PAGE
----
One thing that hit me about traveling around Thailand was how developed it was. This was the first but not the last fact that challenged my expectations of South-East Asia. Thailand is also set up for tourists, and it was mind numbingly easy to get transport to anyplace in the country. I was expecting to take local torn up, smelly packed buses, that took 20 hours to get anywhere, like in Uganda. When Scott told me the bus ride to Chiang Mai took 12 hours my heart sank, as I had flashbacks to 16 hours of bumpy hot, smelly rides with my feet on a sack of potatoes in Africa. But I knew we had to get there, so I sucked it up, and tried to mentally prepare myself.
The reality of the situation could not have been further from my fears. We walked up to a travel agent shop, walked in, payed about $10 for the bus, got a ticket, and waited for a few hours for the bus in a nice air conditioned cafe. We were talking the night bus, leaving around 6 p.m., and due to arrive at 6 a.m. Its a great set up, travel all night so you don’t waste a day, and get a nights accommodation. Still I knew how bad the bus could be, and wasn’t stoked to be crammed in a metal, bouncy box for that long.
When the bus showed up I was floored. It was a double-decker, modern road machine. The AC was cranking, the seats where comfy and reclined to almost lay down position. We had plenty of leg room, and there where no chickens, or produce or really anything smelly laying around. The bus was filled with just tourists, so I cannot say it was an authentic Thai experience, but at this point, when it comes to travel, comfort is king. We watched a movie on my lap top, popped an Ambien, and lights out.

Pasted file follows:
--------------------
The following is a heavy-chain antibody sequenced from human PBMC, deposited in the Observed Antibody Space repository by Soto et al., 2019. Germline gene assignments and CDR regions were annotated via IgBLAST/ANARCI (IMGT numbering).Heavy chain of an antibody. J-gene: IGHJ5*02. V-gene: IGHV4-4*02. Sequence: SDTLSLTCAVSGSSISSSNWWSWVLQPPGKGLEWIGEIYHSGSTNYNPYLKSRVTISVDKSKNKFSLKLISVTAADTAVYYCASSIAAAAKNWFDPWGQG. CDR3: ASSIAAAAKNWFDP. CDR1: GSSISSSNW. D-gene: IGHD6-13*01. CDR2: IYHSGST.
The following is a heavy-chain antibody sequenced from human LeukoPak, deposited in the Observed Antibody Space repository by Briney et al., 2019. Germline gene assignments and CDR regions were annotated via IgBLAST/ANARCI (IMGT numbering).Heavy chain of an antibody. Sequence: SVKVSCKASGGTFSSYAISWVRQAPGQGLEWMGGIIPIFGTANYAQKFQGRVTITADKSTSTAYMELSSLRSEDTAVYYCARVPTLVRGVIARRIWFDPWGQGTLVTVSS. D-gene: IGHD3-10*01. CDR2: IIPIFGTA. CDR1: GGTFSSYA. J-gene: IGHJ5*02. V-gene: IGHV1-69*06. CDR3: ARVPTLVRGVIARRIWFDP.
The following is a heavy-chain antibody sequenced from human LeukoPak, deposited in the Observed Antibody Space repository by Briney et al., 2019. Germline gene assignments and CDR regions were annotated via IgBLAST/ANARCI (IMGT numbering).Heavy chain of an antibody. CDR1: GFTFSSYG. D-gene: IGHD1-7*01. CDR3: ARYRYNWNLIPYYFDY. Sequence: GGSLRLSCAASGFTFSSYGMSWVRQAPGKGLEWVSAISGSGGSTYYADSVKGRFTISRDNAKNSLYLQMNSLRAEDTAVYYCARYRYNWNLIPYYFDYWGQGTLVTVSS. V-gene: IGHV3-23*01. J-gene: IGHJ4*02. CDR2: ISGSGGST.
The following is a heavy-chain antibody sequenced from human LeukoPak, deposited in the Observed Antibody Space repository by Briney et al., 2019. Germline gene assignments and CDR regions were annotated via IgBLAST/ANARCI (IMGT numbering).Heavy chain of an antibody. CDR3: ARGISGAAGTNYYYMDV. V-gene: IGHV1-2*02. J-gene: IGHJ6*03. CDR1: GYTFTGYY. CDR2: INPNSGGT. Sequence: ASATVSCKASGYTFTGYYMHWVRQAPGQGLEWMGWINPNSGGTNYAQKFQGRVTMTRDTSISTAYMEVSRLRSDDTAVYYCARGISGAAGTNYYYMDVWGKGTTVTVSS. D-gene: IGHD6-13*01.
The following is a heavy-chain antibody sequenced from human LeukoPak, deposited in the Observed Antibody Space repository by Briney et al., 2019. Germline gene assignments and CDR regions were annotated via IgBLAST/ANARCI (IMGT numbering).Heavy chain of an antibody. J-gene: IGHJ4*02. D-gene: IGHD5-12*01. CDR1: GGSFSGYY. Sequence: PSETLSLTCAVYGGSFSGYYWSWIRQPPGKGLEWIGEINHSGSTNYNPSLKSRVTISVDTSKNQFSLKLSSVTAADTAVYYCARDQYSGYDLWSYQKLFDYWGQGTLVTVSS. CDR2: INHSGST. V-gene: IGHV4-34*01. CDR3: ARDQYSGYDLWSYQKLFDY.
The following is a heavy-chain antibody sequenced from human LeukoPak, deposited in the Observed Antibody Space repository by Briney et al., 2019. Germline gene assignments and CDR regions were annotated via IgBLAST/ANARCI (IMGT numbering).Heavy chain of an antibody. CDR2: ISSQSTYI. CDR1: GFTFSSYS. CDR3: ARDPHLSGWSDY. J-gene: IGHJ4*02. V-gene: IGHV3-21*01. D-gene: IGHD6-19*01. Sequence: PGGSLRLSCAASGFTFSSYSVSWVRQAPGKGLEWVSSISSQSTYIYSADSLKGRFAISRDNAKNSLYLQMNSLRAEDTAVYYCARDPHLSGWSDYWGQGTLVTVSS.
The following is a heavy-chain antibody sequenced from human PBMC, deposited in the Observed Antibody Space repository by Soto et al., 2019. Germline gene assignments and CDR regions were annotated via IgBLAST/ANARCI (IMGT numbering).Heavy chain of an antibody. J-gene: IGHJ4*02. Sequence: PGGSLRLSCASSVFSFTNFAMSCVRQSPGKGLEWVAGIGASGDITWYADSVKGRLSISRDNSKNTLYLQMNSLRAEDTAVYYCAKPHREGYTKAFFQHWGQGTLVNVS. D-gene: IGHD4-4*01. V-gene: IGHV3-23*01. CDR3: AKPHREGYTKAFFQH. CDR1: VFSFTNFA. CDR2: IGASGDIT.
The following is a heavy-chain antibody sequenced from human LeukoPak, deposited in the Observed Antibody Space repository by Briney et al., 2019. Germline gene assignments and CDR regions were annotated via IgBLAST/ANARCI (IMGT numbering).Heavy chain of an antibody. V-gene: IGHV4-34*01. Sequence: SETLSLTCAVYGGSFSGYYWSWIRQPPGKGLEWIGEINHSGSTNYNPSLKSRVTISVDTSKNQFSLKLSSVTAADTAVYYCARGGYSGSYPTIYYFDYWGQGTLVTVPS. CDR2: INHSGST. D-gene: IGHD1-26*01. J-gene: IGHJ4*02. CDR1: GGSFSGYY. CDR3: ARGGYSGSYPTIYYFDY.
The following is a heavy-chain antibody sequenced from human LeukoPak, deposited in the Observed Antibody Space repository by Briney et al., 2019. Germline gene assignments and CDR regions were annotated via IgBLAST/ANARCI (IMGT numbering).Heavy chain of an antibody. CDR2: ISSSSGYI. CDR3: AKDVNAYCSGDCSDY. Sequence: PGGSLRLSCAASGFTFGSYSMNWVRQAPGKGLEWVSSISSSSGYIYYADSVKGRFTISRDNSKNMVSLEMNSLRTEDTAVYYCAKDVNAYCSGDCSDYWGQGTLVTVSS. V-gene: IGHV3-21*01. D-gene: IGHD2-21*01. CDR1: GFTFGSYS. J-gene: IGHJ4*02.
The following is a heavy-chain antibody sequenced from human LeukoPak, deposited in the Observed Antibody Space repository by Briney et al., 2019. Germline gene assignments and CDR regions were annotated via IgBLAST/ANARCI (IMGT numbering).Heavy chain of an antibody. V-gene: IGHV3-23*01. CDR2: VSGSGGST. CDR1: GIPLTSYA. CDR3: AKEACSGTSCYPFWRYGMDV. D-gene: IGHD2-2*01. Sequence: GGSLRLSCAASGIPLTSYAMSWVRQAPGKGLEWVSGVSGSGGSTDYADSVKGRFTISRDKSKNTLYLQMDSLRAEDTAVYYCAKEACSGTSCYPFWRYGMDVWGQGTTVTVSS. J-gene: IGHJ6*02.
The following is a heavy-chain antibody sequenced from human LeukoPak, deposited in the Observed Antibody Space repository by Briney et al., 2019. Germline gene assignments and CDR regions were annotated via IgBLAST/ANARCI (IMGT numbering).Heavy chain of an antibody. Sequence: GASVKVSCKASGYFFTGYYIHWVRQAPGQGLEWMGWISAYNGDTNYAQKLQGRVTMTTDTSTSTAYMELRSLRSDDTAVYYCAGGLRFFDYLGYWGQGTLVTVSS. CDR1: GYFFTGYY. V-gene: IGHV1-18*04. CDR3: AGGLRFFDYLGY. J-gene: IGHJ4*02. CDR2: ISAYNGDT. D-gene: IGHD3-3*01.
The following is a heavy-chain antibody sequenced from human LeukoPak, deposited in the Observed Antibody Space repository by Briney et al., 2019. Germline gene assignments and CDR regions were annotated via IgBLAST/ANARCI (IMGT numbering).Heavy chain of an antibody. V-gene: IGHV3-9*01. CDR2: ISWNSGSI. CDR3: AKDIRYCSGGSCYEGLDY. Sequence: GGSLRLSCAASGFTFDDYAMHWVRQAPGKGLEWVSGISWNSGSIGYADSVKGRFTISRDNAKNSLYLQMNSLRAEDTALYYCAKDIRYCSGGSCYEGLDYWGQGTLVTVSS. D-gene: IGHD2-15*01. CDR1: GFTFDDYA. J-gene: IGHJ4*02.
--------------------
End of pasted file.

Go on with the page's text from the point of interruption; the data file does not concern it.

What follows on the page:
I awoke to a dusty, dry, hot bus station at 6:30 am, someplace in the heart of northern Thailand. We stumbled off the bus, collected our bags from the hold, and where herded onto a jumbo (like a tuk tuk, but larger). We where taken to a guest house, where a little speech was given about Chiang Mai, and then tried to be sold a room. I’m still not sure what this was all about.
Scott had been recommended a good hostel here called Julie House, and we decided to go check it out before we made any decisions.
Julie House turned out to be a really good place, with a great social atmosphere, and we made this place our base while in the city.
Chiang Mai is an interesting place. The city is laid out as a big square and has an ancient moat built around it. In modern times the city has spilled out far past the old moat, but it still plays a large roll in the city’s decor and marks the inner core. In April it is hot here….I mean HOT! The few days we where in the city the temperature was topping out around 42 Celsius (107 F). It was painful, and the city only amplified the heat with dust and smog.
We met a Canadian guy at the hostel, and we all decided to rent motorbikes (scooters) for the day, and tear out to a lake we had heard about. With the heat, nothing sounded better than a cool dip in water. The bikes cost us $1.50 for 24 hours, and I quickly tried to get used to riding one up and down the alley way that Julie House was on. Once feeling semi stable, we head out into the city.